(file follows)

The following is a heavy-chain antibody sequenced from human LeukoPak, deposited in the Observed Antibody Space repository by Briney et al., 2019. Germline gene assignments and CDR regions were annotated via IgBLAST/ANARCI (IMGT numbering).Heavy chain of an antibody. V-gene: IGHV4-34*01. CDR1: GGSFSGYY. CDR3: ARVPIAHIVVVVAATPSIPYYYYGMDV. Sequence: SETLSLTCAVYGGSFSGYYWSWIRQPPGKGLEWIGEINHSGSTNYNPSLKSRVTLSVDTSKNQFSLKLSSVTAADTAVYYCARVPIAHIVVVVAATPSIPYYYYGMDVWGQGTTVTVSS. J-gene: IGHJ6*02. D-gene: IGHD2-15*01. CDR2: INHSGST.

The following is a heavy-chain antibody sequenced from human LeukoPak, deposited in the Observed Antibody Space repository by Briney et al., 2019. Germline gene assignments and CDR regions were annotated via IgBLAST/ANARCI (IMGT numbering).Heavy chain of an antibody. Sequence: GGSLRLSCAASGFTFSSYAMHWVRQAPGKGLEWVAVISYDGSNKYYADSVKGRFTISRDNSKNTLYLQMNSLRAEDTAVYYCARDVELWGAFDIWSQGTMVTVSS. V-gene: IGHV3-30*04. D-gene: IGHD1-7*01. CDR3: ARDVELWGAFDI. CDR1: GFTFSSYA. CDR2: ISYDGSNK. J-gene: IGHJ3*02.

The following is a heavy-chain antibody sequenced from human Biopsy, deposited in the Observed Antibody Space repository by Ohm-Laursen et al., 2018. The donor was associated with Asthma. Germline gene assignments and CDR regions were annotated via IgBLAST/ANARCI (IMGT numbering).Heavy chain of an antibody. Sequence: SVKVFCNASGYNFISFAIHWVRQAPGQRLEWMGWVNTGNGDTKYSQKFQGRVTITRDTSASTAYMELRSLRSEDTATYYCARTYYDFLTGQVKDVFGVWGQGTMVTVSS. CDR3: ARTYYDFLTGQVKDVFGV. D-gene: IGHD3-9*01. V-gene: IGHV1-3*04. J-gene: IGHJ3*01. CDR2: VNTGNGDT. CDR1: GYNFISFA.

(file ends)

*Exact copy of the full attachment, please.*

The following is a heavy-chain antibody sequenced from human LeukoPak, deposited in the Observed Antibody Space repository by Briney et al., 2019. Germline gene assignments and CDR regions were annotated via IgBLAST/ANARCI (IMGT numbering).Heavy chain of an antibody. V-gene: IGHV4-34*01. CDR1: GGSFSGYY. CDR3: ARVPIAHIVVVVAATPSIPYYYYGMDV. Sequence: SETLSLTCAVYGGSFSGYYWSWIRQPPGKGLEWIGEINHSGSTNYNPSLKSRVTLSVDTSKNQFSLKLSSVTAADTAVYYCARVPIAHIVVVVAATPSIPYYYYGMDVWGQGTTVTVSS. J-gene: IGHJ6*02. D-gene: IGHD2-15*01. CDR2: INHSGST.

The following is a heavy-chain antibody sequenced from human LeukoPak, deposited in the Observed Antibody Space repository by Briney et al., 2019. Germline gene assignments and CDR regions were annotated via IgBLAST/ANARCI (IMGT numbering).Heavy chain of an antibody. Sequence: GGSLRLSCAASGFTFSSYAMHWVRQAPGKGLEWVAVISYDGSNKYYADSVKGRFTISRDNSKNTLYLQMNSLRAEDTAVYYCARDVELWGAFDIWSQGTMVTVSS. V-gene: IGHV3-30*04. D-gene: IGHD1-7*01. CDR3: ARDVELWGAFDI. CDR1: GFTFSSYA. CDR2: ISYDGSNK. J-gene: IGHJ3*02.

The following is a heavy-chain antibody sequenced from human Biopsy, deposited in the Observed Antibody Space repository by Ohm-Laursen et al., 2018. The donor was associated with Asthma. Germline gene assignments and CDR regions were annotated via IgBLAST/ANARCI (IMGT numbering).Heavy chain of an antibody. Sequence: SVKVFCNASGYNFISFAIHWVRQAPGQRLEWMGWVNTGNGDTKYSQKFQGRVTITRDTSASTAYMELRSLRSEDTATYYCARTYYDFLTGQVKDVFGVWGQGTMVTVSS. CDR3: ARTYYDFLTGQVKDVFGV. D-gene: IGHD3-9*01. V-gene: IGHV1-3*04. J-gene: IGHJ3*01. CDR2: VNTGNGDT. CDR1: GYNFISFA.